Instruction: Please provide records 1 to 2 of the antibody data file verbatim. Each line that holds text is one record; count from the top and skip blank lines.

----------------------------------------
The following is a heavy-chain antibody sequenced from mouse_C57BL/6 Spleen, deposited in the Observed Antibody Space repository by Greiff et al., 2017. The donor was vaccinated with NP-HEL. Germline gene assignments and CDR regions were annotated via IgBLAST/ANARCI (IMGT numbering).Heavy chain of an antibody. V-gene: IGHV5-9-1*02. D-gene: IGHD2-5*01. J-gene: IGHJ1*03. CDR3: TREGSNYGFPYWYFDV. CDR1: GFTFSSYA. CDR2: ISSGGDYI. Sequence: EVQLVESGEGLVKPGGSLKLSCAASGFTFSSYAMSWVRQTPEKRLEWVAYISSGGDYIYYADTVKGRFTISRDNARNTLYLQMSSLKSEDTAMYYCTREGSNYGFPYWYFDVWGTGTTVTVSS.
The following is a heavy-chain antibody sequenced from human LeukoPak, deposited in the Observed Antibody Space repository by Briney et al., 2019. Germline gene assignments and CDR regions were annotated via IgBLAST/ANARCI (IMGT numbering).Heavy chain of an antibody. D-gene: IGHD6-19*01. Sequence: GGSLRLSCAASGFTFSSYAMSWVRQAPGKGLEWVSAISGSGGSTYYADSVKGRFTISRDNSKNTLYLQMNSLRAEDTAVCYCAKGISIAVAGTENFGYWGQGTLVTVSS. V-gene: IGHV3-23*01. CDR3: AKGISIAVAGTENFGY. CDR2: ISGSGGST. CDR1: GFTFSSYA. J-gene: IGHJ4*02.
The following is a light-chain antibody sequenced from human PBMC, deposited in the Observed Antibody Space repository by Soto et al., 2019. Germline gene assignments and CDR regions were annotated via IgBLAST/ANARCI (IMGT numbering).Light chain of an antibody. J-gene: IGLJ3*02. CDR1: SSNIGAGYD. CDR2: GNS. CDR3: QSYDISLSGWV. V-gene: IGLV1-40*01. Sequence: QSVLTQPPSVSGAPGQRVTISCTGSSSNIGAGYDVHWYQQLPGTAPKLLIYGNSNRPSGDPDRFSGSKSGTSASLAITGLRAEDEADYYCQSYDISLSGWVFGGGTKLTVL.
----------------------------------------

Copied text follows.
The following is a heavy-chain antibody sequenced from mouse_C57BL/6 Spleen, deposited in the Observed Antibody Space repository by Greiff et al., 2017. The donor was vaccinated with NP-HEL. Germline gene assignments and CDR regions were annotated via IgBLAST/ANARCI (IMGT numbering).Heavy chain of an antibody. V-gene: IGHV5-9-1*02. D-gene: IGHD2-5*01. J-gene: IGHJ1*03. CDR3: TREGSNYGFPYWYFDV. CDR1: GFTFSSYA. CDR2: ISSGGDYI. Sequence: EVQLVESGEGLVKPGGSLKLSCAASGFTFSSYAMSWVRQTPEKRLEWVAYISSGGDYIYYADTVKGRFTISRDNARNTLYLQMSSLKSEDTAMYYCTREGSNYGFPYWYFDVWGTGTTVTVSS.
The following is a heavy-chain antibody sequenced from human LeukoPak, deposited in the Observed Antibody Space repository by Briney et al., 2019. Germline gene assignments and CDR regions were annotated via IgBLAST/ANARCI (IMGT numbering).Heavy chain of an antibody. D-gene: IGHD6-19*01. Sequence: GGSLRLSCAASGFTFSSYAMSWVRQAPGKGLEWVSAISGSGGSTYYADSVKGRFTISRDNSKNTLYLQMNSLRAEDTAVCYCAKGISIAVAGTENFGYWGQGTLVTVSS. V-gene: IGHV3-23*01. CDR3: AKGISIAVAGTENFGY. CDR2: ISGSGGST. CDR1: GFTFSSYA. J-gene: IGHJ4*02.